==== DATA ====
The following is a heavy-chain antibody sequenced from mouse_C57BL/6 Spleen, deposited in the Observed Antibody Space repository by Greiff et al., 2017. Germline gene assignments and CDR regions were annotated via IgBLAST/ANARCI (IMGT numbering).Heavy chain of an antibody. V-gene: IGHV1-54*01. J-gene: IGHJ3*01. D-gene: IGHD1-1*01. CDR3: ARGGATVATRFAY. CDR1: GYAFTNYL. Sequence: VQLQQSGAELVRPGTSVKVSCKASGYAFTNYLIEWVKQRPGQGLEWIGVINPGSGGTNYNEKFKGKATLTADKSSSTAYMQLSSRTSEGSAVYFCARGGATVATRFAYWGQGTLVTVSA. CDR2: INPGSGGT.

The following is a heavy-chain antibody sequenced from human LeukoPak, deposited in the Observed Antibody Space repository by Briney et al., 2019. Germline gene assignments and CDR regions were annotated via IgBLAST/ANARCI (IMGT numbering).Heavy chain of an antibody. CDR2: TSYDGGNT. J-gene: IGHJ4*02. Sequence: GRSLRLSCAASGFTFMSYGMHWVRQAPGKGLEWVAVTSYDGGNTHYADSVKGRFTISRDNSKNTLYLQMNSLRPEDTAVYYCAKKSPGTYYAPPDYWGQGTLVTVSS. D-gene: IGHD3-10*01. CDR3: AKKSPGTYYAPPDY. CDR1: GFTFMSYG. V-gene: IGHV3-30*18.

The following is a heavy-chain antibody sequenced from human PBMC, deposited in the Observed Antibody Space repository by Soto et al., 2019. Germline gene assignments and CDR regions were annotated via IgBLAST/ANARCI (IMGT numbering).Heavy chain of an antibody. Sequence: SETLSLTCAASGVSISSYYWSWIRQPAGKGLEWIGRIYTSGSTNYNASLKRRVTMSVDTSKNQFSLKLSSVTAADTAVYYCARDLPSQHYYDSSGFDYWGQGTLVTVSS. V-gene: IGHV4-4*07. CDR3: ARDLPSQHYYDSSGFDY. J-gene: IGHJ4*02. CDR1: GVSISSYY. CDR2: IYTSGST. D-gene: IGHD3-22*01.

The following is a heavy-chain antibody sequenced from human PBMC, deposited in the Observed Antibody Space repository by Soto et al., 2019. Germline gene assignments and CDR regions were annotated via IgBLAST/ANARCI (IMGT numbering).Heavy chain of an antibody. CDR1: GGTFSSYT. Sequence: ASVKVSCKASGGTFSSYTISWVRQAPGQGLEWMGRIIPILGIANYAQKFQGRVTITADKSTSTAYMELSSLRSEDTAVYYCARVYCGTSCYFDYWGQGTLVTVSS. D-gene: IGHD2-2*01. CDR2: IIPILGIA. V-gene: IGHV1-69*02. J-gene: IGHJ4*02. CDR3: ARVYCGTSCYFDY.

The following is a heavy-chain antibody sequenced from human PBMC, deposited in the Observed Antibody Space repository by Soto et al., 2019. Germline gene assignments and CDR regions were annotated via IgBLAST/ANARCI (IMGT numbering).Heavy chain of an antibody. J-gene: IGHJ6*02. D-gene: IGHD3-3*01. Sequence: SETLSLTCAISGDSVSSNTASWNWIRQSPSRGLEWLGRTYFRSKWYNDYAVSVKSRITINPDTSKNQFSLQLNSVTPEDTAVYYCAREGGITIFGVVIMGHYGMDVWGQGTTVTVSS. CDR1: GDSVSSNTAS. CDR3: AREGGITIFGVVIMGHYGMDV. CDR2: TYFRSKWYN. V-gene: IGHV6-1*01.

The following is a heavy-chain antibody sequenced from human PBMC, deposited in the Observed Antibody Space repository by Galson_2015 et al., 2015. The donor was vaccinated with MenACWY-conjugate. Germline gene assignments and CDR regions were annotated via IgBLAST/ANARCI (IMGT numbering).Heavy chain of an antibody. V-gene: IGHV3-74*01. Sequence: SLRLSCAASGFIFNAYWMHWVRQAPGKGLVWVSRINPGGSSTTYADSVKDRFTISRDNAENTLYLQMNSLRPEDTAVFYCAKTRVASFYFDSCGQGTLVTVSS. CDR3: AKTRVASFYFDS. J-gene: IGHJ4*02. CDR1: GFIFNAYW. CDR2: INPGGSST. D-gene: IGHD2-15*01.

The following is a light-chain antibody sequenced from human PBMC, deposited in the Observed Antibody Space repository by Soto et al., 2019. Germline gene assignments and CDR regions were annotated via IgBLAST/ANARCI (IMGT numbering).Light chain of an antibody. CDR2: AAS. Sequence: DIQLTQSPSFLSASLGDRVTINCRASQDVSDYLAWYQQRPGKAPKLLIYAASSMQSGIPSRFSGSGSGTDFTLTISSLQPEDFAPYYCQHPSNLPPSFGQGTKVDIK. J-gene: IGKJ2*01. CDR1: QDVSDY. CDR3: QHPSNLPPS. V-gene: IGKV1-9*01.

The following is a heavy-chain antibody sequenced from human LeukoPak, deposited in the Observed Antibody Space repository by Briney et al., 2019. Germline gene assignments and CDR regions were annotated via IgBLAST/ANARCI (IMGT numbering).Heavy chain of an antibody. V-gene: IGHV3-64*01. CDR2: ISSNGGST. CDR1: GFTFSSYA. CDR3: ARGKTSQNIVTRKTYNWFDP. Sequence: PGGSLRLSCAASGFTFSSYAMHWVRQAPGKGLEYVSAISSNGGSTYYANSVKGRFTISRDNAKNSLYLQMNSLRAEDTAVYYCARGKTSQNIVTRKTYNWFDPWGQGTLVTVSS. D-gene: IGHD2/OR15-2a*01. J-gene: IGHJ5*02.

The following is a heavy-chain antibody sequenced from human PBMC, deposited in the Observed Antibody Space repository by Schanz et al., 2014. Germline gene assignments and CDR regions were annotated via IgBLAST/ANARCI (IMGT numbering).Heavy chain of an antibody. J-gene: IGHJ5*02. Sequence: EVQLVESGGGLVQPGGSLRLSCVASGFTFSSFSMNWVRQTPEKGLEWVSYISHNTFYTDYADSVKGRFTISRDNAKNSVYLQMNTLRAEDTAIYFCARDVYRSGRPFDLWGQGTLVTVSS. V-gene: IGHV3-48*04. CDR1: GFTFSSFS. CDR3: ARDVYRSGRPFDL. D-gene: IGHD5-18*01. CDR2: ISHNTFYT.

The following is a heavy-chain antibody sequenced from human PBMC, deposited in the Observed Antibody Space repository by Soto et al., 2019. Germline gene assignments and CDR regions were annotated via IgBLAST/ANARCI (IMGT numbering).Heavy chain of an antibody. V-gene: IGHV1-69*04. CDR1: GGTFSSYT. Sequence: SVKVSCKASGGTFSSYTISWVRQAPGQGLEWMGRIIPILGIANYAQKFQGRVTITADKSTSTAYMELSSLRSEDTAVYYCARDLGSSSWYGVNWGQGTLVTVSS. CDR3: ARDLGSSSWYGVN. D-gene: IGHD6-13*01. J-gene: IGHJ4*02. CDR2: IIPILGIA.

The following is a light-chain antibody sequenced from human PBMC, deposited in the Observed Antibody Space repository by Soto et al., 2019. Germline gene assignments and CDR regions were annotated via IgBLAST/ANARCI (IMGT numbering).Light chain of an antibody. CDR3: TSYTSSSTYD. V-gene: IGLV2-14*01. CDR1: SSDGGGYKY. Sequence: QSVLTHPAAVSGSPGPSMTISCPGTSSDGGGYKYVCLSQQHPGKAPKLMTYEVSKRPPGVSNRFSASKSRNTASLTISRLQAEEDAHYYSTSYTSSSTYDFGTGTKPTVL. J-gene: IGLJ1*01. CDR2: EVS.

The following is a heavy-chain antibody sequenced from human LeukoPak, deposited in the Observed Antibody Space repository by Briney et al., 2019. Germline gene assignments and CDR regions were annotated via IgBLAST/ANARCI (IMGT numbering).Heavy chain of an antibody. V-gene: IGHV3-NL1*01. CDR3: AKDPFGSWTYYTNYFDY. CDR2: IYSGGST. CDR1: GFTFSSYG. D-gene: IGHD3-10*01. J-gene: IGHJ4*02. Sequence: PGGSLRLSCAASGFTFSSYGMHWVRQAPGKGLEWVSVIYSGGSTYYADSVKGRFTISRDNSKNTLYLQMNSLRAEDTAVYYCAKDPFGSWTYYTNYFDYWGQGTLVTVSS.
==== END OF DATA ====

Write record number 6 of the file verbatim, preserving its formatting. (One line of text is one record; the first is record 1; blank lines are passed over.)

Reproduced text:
The following is a heavy-chain antibody sequenced from human PBMC, deposited in the Observed Antibody Space repository by Galson_2015 et al., 2015. The donor was vaccinated with MenACWY-conjugate. Germline gene assignments and CDR regions were annotated via IgBLAST/ANARCI (IMGT numbering).Heavy chain of an antibody. V-gene: IGHV3-74*01. Sequence: SLRLSCAASGFIFNAYWMHWVRQAPGKGLVWVSRINPGGSSTTYADSVKDRFTISRDNAENTLYLQMNSLRPEDTAVFYCAKTRVASFYFDSCGQGTLVTVSS. CDR3: AKTRVASFYFDS. J-gene: IGHJ4*02. CDR1: GFIFNAYW. CDR2: INPGGSST. D-gene: IGHD2-15*01.